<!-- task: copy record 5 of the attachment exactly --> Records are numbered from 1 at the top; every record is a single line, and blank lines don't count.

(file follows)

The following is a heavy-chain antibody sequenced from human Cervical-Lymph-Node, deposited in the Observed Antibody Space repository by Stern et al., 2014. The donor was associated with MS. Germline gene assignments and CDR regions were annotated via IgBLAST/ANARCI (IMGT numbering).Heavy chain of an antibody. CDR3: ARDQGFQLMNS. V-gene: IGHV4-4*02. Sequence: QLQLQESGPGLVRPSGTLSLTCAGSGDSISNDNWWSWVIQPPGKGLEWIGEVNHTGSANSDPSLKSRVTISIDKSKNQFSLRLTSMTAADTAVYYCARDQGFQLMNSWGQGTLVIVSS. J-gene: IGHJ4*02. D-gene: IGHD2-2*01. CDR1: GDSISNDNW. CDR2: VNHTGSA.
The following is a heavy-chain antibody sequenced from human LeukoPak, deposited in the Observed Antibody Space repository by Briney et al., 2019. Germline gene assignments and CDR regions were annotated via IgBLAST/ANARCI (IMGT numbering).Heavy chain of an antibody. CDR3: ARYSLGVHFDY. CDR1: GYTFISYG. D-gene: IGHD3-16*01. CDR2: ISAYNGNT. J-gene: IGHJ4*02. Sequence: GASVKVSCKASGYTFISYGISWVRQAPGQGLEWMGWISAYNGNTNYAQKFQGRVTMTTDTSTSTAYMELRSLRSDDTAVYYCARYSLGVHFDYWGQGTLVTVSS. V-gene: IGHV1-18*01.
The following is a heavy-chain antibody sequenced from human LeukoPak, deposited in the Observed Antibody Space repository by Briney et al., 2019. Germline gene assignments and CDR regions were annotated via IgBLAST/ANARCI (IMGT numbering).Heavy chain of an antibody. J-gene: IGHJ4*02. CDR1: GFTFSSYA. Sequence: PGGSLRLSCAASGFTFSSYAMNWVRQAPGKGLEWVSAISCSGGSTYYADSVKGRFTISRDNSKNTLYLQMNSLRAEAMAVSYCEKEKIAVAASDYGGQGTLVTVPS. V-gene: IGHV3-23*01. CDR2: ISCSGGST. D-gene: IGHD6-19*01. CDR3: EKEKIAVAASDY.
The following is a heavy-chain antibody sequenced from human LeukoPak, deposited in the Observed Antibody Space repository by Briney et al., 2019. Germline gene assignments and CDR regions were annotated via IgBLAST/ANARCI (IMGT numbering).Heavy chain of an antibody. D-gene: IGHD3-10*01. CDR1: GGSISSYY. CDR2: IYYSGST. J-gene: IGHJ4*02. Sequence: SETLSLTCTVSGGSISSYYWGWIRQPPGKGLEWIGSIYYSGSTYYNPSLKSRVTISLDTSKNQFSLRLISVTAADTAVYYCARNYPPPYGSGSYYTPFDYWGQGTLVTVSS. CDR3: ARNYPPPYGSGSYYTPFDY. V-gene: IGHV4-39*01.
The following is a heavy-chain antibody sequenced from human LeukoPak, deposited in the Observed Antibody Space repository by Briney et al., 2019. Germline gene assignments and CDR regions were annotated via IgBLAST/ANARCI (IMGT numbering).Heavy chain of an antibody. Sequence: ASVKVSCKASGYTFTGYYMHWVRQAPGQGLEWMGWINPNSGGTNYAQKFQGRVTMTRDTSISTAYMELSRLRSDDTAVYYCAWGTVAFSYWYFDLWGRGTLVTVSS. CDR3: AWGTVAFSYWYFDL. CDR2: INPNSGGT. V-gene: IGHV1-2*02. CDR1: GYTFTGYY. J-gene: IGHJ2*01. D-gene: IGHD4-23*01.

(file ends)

The following is a heavy-chain antibody sequenced from human LeukoPak, deposited in the Observed Antibody Space repository by Briney et al., 2019. Germline gene assignments and CDR regions were annotated via IgBLAST/ANARCI (IMGT numbering).Heavy chain of an antibody. Sequence: ASVKVSCKASGYTFTGYYMHWVRQAPGQGLEWMGWINPNSGGTNYAQKFQGRVTMTRDTSISTAYMELSRLRSDDTAVYYCAWGTVAFSYWYFDLWGRGTLVTVSS. CDR3: AWGTVAFSYWYFDL. CDR2: INPNSGGT. V-gene: IGHV1-2*02. CDR1: GYTFTGYY. J-gene: IGHJ2*01. D-gene: IGHD4-23*01.